1 Find a new hobby

Kathryn, 22, from Gwernaffield near Mold in North Wales

A big part of a cancer diagnosis is waiting around for treatment and waiting for results. Relapse is more of that waiting.

The treatment I’m currently on is every three weeks and so to help pass the time, I’ve started learning how to play the saxophone.

Doing this has really helped to distract me from treatment and make things move faster.

There is no harm in trying something new. Who knows? You may really enjoy it.

2 Talk to others who have been through cancer relapse

When I first started going through treatment, I knew a lot of other young people who had the same cancer as me. This really helped my mental health as I could talk to others who knew exactly what I was going through.

But when I relapsed, I felt alone. So I decided to join some online cancer support groups and spoke to others that had been through/were going through the same thing I was.

Being able to talk about treatments and side effects with other cancer patients has been extremely beneficial, especially since everyone I’ve spoken to is so friendly.

3 Treat yourself

I probably do this a little too much. This journey is really difficult, which means that you should definitely reward yourself for getting through it. 

When I can, I do this by having a meal out with my friends or popping down to the shops and browsing through clothes and furniture. 

Or I order myself something online. It’s a way of telling myself ‘Well done for getting through that cycle!’ Keep reminding yourself that you’re doing an amazing job! 

4 Focus on the now

When I was told that I had relapsed, there were so many thoughts running through my head.

Although having goals in mind are important, I found that focusing on what was happening in the present really helped to ground me and ignore the thoughts of the ‘What ifs?’

Try not to worry about what could happen. Take care of yourself now, let ‘future you’ deal with everything else.

5 Don't ignore your emotions - reach out

No matter what treatment you’re on, cancer treatment is both physically and emotionally draining. When I relapsed, I struggled a lot with my mental health.

My Teenage Cancer Trust Nurse Charlene got me in touch with people who could help.

They told me that my feelings were valid and not something to be ashamed of. Taking that step and reaching out can be difficult, but is definitely the best decision I made.

6 Spend time with family and friends

It took me some time to tell my friends that I had relapsed as I was trying to get my head around it myself. However the support I received afterwards was amazing.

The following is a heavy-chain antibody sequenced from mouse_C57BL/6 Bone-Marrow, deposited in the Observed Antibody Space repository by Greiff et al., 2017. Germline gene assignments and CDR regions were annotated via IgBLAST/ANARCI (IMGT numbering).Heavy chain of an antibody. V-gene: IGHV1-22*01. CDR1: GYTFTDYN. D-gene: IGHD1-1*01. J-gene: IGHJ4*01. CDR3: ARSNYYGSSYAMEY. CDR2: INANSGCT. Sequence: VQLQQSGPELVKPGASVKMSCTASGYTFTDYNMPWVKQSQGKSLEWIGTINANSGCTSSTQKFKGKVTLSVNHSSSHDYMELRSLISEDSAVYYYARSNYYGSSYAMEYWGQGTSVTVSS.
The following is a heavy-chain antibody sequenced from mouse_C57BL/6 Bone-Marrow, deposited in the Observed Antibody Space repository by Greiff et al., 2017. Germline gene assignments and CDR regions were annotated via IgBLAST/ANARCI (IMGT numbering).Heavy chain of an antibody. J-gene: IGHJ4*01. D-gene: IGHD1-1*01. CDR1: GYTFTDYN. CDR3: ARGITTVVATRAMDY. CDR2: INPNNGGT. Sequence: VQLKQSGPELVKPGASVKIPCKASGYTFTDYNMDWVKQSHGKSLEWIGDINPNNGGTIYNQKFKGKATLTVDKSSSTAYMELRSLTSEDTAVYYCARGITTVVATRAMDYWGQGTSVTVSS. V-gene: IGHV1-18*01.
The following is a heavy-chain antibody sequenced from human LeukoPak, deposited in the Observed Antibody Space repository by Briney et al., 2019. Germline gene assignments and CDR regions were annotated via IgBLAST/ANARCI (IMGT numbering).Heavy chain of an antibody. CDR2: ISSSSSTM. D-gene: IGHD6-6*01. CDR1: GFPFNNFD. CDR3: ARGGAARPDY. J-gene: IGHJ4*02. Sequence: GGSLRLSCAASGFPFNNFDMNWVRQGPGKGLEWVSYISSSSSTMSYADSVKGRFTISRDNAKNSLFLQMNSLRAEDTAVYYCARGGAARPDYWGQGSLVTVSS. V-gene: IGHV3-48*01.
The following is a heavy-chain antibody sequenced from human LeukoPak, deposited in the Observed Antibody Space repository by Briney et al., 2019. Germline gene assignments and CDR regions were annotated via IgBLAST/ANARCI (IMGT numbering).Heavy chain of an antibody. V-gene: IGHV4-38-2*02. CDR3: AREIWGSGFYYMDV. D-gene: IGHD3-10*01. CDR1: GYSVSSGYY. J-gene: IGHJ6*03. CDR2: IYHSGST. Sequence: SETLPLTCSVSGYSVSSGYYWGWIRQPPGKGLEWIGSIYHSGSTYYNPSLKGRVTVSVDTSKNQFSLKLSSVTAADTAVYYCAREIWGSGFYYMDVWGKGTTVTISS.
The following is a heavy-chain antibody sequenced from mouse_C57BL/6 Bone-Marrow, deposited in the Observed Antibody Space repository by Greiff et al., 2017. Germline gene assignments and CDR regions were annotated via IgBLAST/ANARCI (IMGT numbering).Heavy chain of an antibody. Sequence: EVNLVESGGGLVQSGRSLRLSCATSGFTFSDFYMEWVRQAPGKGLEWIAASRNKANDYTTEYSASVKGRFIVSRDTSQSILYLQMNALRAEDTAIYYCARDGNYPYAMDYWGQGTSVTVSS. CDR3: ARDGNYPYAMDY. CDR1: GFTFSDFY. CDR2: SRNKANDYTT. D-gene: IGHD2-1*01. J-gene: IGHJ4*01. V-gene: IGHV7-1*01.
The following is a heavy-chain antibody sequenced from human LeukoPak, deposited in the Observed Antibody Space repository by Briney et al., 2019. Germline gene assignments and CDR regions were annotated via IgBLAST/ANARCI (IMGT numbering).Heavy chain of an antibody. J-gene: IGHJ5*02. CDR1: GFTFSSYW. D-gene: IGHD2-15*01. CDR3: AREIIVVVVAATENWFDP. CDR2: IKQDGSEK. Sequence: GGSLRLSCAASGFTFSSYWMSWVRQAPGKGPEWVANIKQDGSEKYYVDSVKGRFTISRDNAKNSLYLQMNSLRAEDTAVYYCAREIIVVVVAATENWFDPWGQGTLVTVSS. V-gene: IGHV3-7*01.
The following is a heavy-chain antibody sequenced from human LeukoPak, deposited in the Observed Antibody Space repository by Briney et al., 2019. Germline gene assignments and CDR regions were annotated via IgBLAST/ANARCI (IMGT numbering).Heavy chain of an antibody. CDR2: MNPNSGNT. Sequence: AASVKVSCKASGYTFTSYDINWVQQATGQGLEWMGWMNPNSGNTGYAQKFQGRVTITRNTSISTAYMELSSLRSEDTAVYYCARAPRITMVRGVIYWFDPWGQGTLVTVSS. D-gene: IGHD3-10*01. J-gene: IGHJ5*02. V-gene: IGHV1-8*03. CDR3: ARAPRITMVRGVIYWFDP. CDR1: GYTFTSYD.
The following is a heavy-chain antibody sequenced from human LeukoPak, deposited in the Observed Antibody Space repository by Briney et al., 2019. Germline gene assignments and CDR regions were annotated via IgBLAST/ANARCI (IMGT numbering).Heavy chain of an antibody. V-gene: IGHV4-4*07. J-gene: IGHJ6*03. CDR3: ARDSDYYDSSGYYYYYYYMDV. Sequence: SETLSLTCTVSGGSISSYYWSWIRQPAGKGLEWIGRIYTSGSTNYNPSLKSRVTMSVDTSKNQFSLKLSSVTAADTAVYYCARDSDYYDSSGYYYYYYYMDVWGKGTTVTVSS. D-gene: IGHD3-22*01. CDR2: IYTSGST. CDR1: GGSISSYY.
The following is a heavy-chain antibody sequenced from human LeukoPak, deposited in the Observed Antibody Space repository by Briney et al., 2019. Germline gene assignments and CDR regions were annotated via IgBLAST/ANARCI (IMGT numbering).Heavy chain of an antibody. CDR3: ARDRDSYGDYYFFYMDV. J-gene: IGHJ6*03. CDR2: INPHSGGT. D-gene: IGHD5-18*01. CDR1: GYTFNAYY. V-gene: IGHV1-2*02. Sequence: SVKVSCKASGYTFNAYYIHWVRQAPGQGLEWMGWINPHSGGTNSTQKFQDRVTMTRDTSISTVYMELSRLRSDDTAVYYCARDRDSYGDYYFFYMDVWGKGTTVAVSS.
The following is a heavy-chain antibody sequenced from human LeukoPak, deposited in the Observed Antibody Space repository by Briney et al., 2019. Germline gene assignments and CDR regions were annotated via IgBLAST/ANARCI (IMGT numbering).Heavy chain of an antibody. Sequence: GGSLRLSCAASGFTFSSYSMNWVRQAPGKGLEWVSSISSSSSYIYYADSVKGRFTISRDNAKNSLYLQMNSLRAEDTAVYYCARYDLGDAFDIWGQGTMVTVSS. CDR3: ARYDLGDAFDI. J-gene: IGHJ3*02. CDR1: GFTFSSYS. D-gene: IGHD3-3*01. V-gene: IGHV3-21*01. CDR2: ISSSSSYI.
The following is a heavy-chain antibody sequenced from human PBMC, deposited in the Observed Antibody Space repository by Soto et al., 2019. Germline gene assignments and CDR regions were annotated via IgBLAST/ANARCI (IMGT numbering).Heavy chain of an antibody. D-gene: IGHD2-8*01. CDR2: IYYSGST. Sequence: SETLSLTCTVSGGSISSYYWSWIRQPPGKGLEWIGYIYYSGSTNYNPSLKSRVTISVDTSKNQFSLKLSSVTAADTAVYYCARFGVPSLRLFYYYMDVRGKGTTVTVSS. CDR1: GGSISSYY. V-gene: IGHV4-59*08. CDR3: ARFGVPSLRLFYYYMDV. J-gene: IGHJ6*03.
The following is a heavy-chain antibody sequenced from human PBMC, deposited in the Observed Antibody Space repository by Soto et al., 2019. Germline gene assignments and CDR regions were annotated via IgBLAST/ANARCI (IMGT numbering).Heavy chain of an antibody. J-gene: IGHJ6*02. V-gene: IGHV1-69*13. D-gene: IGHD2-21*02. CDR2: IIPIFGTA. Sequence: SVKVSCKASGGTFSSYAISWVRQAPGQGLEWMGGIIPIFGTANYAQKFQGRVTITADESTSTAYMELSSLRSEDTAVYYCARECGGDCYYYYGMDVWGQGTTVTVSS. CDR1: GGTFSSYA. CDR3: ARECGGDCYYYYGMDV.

I’m also extremely close with my family who took me on walks around our local countryside where I found the sound of nature to be very calming and relaxing, taking my mind off everything that was happening.

Surround yourself with the people you love and care about as it really helps bring back some normality.

7 Try social media

Social media was a huge blessing during lockdown as it meant that I could speak face to face to those I wasn’t be able to see. Just because you can’t be with people physically doesn’t mean you can’t talk to them. 

It also helped when I was in hospital as I lived an hour away from where I have treatment, so I could speak to my family who couldn’t be there with me due to work. 

It also allowed me and my friends to talk while we played games together such as Animal Crossing and Mario Kart. 

8 Your Teenage Cancer Trust nurse is there to help

Before I relapsed, I was used to dealing and speaking to only one hospital team. But after I relapsed there were so many new people I had to have meetings with and I felt really out of my depth.

So I made sure that my Teenage Cancer Trust nurse Charlene attended every meeting. I felt like I had this new comfort blanket that was there to stop me from getting overwhelmed with new information.

When I did get overwhelmed however, she was able to put me in touch with psychologists and get me the help I needed.

Definitely take full advantage of your Teenage Cancer Trust nurse as they are there to help in many different situations.

9 Get involved in activities that are available

When I relapsed, I really didn’t want to go out and see people. I tried to hide away.

But I forced myself to get involved in activities run by Teenage Cancer Trust which really helped take my mind off things.

During lockdown our Teenage Cancer Trust youth support coordinators arranged Zoom calls with different activities ranging from bingo and games nights to evenings with celebrities such as musicians, footballers, comedians, and my favourite, the Drag Race UK runner up Divina De Campo.

I definitely suggest getting involved in activities like these as they give you something to do on a weekly basis.

10 It’s ok to find things funny

I think this one is the most important. I know how hard it is to find yourself in a dark place.

But finding humour in my situation, whether that be in memes or throwing banter back and forth with my brother really helped to feel like me again.

I even shaved my head in humorous ways such as shaving in funny shapes or giving myself a mohawk, eventually leaving a tuft at the front that never actually fell out.

Everyone’s different, but for me, making light of my situation and having a laugh really helped to make it not so scary.